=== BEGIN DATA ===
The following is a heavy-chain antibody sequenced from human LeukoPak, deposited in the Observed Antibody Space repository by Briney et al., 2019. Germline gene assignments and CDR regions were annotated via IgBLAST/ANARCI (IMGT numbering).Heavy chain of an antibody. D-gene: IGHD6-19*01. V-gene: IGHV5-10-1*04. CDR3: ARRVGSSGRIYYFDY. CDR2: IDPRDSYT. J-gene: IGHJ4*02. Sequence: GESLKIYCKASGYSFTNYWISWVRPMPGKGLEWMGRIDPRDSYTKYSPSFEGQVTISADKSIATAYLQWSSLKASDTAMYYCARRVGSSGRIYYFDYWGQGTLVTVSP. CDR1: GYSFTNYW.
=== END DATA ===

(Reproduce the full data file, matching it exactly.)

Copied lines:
The following is a heavy-chain antibody sequenced from human LeukoPak, deposited in the Observed Antibody Space repository by Briney et al., 2019. Germline gene assignments and CDR regions were annotated via IgBLAST/ANARCI (IMGT numbering).Heavy chain of an antibody. D-gene: IGHD6-19*01. V-gene: IGHV5-10-1*04. CDR3: ARRVGSSGRIYYFDY. CDR2: IDPRDSYT. J-gene: IGHJ4*02. Sequence: GESLKIYCKASGYSFTNYWISWVRPMPGKGLEWMGRIDPRDSYTKYSPSFEGQVTISADKSIATAYLQWSSLKASDTAMYYCARRVGSSGRIYYFDYWGQGTLVTVSP. CDR1: GYSFTNYW.